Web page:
Those nasty negative emotions. If only we could just do away with them, right? But they have value, and they show up more in creative (right-brained) thinkers. Here’s why they are both valuable and in larger quantity in creative types, according to Jordan Peterson:
Lately I’ve been interested in programming my dreams to answer questions. Because of my interest in remote viewing (think ESP for science types), my questions tend towards precognitions and other types of things that I would not have a direct awareness of. Because remote viewing involves bubbling up information accessed by the subconscious, it occurred to me that the close connection dreams have with the subconscious makes them a possible vector for intentional, directed psychic awareness.
“Never go to sleep without a request to your subconscious.”
Following in Edison’s footsteps, I experiment with programming dreams to answer questions; I’ve created my own methods, based on my understanding of Remote Viewing theory. I’ve had some success, so a friend of mine asked me to advise on good questions to pose to dreams when looking for career guidance, something along the lines of, “what job am I going to have next?”
… at least for now.
[edit 3/20/14: I’ve still been doing stock predictions, and my success rate has improved significantly, currently 11 out of 16 correct, accuracy rate of 69%. More on this in a future post. ]
The enthusiasm of my initial success (being able to predict the shape of a stock chart) was dampened by the seventh prediction. With a success rate of just four out of seven, there is not yet any statistical significance. This is not to say that there is no real effect, but rather I don’t have enough of an understanding of it to be able to use it reliably for predicting stocks. Making public predictions feels incredibly vulnerable. When I’m wrong it’s hard not to feel foolish.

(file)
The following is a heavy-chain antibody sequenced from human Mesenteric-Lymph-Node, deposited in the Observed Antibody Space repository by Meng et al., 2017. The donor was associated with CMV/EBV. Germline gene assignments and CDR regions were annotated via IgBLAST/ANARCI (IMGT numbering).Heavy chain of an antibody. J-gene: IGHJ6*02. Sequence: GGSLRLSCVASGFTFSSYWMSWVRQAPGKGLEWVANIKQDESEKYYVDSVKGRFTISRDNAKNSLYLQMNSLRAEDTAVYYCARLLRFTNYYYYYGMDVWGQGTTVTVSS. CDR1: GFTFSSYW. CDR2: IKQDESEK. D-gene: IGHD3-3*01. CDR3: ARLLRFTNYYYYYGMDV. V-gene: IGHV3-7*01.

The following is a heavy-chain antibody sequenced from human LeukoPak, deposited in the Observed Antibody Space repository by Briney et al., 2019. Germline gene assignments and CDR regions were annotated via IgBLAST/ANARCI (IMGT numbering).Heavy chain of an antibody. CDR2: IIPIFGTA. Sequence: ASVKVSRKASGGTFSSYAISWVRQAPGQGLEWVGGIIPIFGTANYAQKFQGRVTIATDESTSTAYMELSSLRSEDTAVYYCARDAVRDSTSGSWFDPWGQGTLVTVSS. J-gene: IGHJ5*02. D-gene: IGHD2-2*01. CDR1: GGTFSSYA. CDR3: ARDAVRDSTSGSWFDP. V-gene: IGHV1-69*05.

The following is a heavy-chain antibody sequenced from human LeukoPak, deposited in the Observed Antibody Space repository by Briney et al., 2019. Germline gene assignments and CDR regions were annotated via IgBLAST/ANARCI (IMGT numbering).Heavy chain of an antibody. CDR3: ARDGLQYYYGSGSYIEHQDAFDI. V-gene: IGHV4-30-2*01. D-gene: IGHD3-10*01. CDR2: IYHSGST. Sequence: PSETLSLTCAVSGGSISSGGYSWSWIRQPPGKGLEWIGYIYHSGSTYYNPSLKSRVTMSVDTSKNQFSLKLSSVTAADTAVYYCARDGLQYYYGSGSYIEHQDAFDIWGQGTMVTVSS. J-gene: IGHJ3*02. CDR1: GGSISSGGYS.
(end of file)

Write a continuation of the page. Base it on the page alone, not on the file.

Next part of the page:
Anecdotally, I wanted to mention a couple of noteworthy oddities: one predicted chart seemed to mirror the actual chart. In a related experiment I receive the opposite answer of the question I posed. To be clear, if I predict UP and the stock is DOWN, I wouldn’t label that as an opposite, just a failure. An example of an opposite would be if I ask “what turns you on?” and I perceive a list of what turns you off.
Mirror images and opposites may indicate that the nonlocal mind has difficulty in orientation and polarity, which obviously would be troublesome for someone who’s goal is to tell in which direction a chart is headed.
I also suspect that nonlocal mind becomes bored with repetition, and without repeated reminders from analytical mind, it loses attention. In dreams, analytical mind is ‘asleep’, so nonlocal mind does whatever it wants. This makes this technique a poor choice for something that requires daily repetition.
Finally, after having done some more private trials, I still do not see a rebounding towards success like I experienced early on. I found that it was difficult to distinguish between dreams that may have actually been an answer to my question versus a run-of-the-mill dream. I was inclined to attribute any dream that showed movement up or down as a stock prediction, though in retrospect that attribution seems unwarranted.
For someone interested in pursuing stock predictions, I do not recommend my dream technique, but would instead recommend Associative Remote Viewing, as taught by Russell Targ.